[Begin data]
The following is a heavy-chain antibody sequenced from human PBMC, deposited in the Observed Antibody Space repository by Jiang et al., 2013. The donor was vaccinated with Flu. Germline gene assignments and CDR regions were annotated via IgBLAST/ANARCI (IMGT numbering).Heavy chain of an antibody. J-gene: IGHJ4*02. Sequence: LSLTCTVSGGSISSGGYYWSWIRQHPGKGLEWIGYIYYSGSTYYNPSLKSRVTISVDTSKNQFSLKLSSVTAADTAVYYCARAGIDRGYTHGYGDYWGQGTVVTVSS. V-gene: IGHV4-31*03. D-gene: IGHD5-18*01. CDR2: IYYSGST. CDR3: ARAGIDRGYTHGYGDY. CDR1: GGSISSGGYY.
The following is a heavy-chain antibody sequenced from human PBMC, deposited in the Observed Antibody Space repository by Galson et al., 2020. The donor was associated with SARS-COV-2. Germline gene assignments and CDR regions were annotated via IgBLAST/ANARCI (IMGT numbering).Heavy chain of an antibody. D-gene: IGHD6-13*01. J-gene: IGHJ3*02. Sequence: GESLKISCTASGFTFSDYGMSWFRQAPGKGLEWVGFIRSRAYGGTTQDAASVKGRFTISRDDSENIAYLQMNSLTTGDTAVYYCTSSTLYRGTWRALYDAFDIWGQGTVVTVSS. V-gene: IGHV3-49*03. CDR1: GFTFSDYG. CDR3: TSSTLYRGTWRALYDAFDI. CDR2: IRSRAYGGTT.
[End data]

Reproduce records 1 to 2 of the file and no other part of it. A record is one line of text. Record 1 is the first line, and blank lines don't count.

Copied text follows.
The following is a heavy-chain antibody sequenced from human PBMC, deposited in the Observed Antibody Space repository by Jiang et al., 2013. The donor was vaccinated with Flu. Germline gene assignments and CDR regions were annotated via IgBLAST/ANARCI (IMGT numbering).Heavy chain of an antibody. J-gene: IGHJ4*02. Sequence: LSLTCTVSGGSISSGGYYWSWIRQHPGKGLEWIGYIYYSGSTYYNPSLKSRVTISVDTSKNQFSLKLSSVTAADTAVYYCARAGIDRGYTHGYGDYWGQGTVVTVSS. V-gene: IGHV4-31*03. D-gene: IGHD5-18*01. CDR2: IYYSGST. CDR3: ARAGIDRGYTHGYGDY. CDR1: GGSISSGGYY.
The following is a heavy-chain antibody sequenced from human PBMC, deposited in the Observed Antibody Space repository by Galson et al., 2020. The donor was associated with SARS-COV-2. Germline gene assignments and CDR regions were annotated via IgBLAST/ANARCI (IMGT numbering).Heavy chain of an antibody. D-gene: IGHD6-13*01. J-gene: IGHJ3*02. Sequence: GESLKISCTASGFTFSDYGMSWFRQAPGKGLEWVGFIRSRAYGGTTQDAASVKGRFTISRDDSENIAYLQMNSLTTGDTAVYYCTSSTLYRGTWRALYDAFDIWGQGTVVTVSS. V-gene: IGHV3-49*03. CDR1: GFTFSDYG. CDR3: TSSTLYRGTWRALYDAFDI. CDR2: IRSRAYGGTT.